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Walker Opposed To Arming Teachers

Walker Says State Gun, Safety Bills Are In The Works

Scott Walker
Gage Skidmore (CC BY-SA 2.0)

Gov. Scott Walker said Wednesday he is opposed to arming teachers, and that he’s working with state lawmakers to introduce a number of bills aimed at changing Wisconsin gun laws and promoting school safety.

“I think, having talked to teachers, most teachers aren’t interested in that,” Walker told reporters after addressing the state business lobbying group, Wisconsin Manufacturers and Commerce in Madison.

The governor weighed in on gun legislation as lawmakers, advocates and constituents across the state and country continue to call for changes to gun laws in the wake of the shooting at Marjory Stoneman Douglas High School earlier this month in Parkland, Florida, that killed 17 people.

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“We’re looking at an entire package (of bills) that will look at school safety and other issues related to that,” Walker said. “There’s more we can do.”

Speaking with reporters after the event, Walker said arming teachers will not be part of the package of gun and school safety bills because “most” teachers aren’t interested.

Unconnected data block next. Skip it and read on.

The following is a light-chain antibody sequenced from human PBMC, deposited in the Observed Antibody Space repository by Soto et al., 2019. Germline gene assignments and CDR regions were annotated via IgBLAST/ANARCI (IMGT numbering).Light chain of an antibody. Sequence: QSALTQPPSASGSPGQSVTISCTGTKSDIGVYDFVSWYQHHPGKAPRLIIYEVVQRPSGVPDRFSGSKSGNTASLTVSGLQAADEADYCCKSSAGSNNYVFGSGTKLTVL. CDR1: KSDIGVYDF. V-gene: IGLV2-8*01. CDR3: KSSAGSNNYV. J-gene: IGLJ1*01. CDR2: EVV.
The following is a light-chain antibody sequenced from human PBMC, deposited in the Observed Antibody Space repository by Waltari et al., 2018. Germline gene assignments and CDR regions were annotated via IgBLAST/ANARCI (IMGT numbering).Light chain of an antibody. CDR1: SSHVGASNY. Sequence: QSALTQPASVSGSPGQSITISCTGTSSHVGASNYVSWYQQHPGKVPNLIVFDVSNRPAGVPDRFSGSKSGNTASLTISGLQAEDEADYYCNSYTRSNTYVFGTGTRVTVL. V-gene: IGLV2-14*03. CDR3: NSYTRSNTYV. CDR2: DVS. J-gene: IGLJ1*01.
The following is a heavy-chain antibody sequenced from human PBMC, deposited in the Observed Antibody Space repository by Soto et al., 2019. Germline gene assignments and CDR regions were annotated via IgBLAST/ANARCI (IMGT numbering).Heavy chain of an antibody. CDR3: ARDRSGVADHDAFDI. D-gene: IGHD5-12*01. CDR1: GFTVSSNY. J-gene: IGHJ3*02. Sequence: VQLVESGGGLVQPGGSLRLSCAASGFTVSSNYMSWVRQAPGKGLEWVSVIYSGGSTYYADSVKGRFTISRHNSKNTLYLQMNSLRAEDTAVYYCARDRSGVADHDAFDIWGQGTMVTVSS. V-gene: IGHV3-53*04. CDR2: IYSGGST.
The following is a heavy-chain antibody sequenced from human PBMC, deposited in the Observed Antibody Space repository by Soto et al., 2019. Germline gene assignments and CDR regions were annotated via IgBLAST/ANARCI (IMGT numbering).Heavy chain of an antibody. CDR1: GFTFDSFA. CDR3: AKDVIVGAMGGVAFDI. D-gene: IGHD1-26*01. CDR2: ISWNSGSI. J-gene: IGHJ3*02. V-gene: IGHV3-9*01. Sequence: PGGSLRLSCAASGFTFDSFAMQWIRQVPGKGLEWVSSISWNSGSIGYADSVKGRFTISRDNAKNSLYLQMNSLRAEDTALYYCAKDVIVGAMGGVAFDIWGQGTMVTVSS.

Walker said he started meeting with lawmakers about the bills last week, but wouldn’t disclose information about specific proposals.

“I think there’s an active interest in a comprehensive plan,” Walker told reporters.

The state Assembly has completed what was thought to be their last day of voting in 2018. If the governor wants the gun and safety proposals to become law before 2019, he would need to call lawmakers back to Madison to take them up.

“We’re talking about that right now,” he said.

In recent weeks, Democratic state lawmakers have pushed for changes to state gun laws, including implementing universal background checks, prohibiting people convicted of domestic violence from buying guns, and barring the sale of bump stocks, which make guns more lethal, in the state.

Madison high school students joined Democrats in making that call for action.

The state Assembly did not move forward with those measures before completing their work for the year. Instead, it approved a GOP-backed state grant program to arm safety officers in schools and a plan to increase penalties on people who buy guns for others who are legally barred from owning them.

The grant program has yet to be approved by the state Senate. The penalties for so-called “straw buying” are awaiting the governor’s signature.

Leaders of the state Senate and Assembly didn’t immediately return requests for comment.

The governor also weighed in Wednesday on his history of accepting campaign contributions from the National Rifle Association, which has been criticized by some for its response to the Parkland shooting.

According to an analysis released Wednesday by Wisconsin Democracy Campaign, a watchdog group, Walker has accepted roughly $3.5 million from the NRA since 2010.

Walker said he is operating independently of organizations that donate to his campaigns.

“My special interest is the people of the state of Wisconsin, if people support me or not based on my positions and my actions, it’s open to anyone out there who wants to support me,” he said.